Within the past hour I have learned, first, that Pat Fish (a.k.a. The Jazz Butcher) had released a sprawling compilation of B-sides and rarities, including a bunch of things I’ve never heard before; and then, mere minutes later, that he had died — apparently of a heart attack — back in October.

So I am feeling a bit of whiplash.

Butch has been a favorite of mine ever since, looking for material for my radio show at KZSC in Santa Cruz (circa 1986), I slapped an album called Bloody Nonsense on the turntable. So it is possible that the first song I heard was “The Human Jungle”; though I feel like it was probably “Death Dentist,” which would mean I started with the B side. In any case, I was immediately smitten.

From that point on I followed his career through all its twists and turns, of which there were many. He was that rare artist who could be funny in a serious way; quintessentially British but also universal. He made some great records and some lesser records, but he devoted his life to the cause.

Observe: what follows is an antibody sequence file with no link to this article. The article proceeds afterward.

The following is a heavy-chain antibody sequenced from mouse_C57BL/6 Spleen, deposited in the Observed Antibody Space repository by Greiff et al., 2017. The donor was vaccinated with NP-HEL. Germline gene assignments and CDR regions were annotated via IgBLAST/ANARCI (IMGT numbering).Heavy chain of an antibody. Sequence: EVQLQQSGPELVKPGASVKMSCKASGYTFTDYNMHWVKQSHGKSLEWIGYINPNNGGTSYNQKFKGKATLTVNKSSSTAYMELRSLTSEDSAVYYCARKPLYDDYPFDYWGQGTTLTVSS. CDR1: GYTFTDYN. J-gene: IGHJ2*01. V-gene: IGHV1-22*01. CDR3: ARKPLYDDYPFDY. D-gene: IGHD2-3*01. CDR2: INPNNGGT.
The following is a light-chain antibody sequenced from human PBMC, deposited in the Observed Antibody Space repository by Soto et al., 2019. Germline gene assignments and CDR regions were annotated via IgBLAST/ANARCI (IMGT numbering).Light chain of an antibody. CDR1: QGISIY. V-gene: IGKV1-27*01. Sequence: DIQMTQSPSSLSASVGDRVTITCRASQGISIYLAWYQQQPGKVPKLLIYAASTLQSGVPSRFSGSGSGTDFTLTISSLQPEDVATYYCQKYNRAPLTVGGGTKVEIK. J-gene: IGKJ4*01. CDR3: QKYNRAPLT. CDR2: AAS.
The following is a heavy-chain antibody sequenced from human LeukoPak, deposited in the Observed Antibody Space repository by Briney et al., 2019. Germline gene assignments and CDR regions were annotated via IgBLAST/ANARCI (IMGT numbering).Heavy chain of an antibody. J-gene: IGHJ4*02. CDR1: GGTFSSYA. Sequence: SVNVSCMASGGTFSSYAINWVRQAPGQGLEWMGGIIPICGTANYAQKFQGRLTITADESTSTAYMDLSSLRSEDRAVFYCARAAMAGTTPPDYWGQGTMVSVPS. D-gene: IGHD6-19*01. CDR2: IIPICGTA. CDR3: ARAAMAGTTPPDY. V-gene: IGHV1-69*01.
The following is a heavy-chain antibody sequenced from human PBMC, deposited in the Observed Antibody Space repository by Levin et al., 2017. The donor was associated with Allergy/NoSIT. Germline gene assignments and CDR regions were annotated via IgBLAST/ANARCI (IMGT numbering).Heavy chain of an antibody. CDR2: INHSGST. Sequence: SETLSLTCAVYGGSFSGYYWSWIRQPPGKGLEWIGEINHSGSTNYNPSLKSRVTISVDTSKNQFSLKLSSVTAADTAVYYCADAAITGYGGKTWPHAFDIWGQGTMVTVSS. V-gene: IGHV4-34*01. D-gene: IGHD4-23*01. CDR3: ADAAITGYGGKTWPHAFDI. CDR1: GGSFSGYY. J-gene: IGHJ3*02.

I saw him live a couple of times. The first time, at Slim’s in San Francisco, I barely remember due to especially heavy imbibing. The second time, somewhat randomly, was at a little bar in the Echo Park section of Los Angeles. My friend Dan and I stood close, trying to hear the music over the clamor of indifferent patrons. Later the peanut gallery quieted down a bit, then Kevin Haskins of Bauhaus/Love and Rockets fame showed up to play drums, and it was on the whole a pretty miraculous night. Fortunately a bit of video survives:

So long, Pat, and thanks for all the Fish.